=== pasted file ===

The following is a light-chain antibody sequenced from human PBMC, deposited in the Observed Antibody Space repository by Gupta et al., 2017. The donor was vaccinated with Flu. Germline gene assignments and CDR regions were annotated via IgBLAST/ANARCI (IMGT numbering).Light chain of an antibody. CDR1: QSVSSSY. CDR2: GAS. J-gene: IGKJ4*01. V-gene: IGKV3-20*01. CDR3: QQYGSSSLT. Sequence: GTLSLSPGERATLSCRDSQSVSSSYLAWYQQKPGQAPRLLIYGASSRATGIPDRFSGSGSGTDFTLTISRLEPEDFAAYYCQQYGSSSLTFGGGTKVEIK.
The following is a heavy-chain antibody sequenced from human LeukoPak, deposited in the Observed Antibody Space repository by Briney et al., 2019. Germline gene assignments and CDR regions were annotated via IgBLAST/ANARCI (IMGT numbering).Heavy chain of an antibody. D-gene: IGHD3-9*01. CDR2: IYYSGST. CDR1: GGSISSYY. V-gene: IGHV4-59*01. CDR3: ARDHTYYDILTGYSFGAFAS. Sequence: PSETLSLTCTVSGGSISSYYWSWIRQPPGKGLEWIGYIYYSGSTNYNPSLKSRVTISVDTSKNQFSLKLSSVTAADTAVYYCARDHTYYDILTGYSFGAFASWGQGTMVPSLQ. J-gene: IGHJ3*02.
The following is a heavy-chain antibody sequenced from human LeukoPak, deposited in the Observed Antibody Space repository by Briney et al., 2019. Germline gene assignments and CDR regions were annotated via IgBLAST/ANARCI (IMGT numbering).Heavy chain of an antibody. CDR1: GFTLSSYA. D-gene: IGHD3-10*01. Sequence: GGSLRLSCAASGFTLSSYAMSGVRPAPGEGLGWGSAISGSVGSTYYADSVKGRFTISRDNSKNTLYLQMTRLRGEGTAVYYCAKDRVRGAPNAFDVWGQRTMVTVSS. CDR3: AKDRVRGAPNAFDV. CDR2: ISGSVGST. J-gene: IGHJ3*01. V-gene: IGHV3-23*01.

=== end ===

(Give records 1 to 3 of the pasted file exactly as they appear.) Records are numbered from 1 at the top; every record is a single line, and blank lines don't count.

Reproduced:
The following is a light-chain antibody sequenced from human PBMC, deposited in the Observed Antibody Space repository by Gupta et al., 2017. The donor was vaccinated with Flu. Germline gene assignments and CDR regions were annotated via IgBLAST/ANARCI (IMGT numbering).Light chain of an antibody. CDR1: QSVSSSY. CDR2: GAS. J-gene: IGKJ4*01. V-gene: IGKV3-20*01. CDR3: QQYGSSSLT. Sequence: GTLSLSPGERATLSCRDSQSVSSSYLAWYQQKPGQAPRLLIYGASSRATGIPDRFSGSGSGTDFTLTISRLEPEDFAAYYCQQYGSSSLTFGGGTKVEIK.
The following is a heavy-chain antibody sequenced from human LeukoPak, deposited in the Observed Antibody Space repository by Briney et al., 2019. Germline gene assignments and CDR regions were annotated via IgBLAST/ANARCI (IMGT numbering).Heavy chain of an antibody. D-gene: IGHD3-9*01. CDR2: IYYSGST. CDR1: GGSISSYY. V-gene: IGHV4-59*01. CDR3: ARDHTYYDILTGYSFGAFAS. Sequence: PSETLSLTCTVSGGSISSYYWSWIRQPPGKGLEWIGYIYYSGSTNYNPSLKSRVTISVDTSKNQFSLKLSSVTAADTAVYYCARDHTYYDILTGYSFGAFASWGQGTMVPSLQ. J-gene: IGHJ3*02.
The following is a heavy-chain antibody sequenced from human LeukoPak, deposited in the Observed Antibody Space repository by Briney et al., 2019. Germline gene assignments and CDR regions were annotated via IgBLAST/ANARCI (IMGT numbering).Heavy chain of an antibody. CDR1: GFTLSSYA. D-gene: IGHD3-10*01. Sequence: GGSLRLSCAASGFTLSSYAMSGVRPAPGEGLGWGSAISGSVGSTYYADSVKGRFTISRDNSKNTLYLQMTRLRGEGTAVYYCAKDRVRGAPNAFDVWGQRTMVTVSS. CDR3: AKDRVRGAPNAFDV. CDR2: ISGSVGST. J-gene: IGHJ3*01. V-gene: IGHV3-23*01.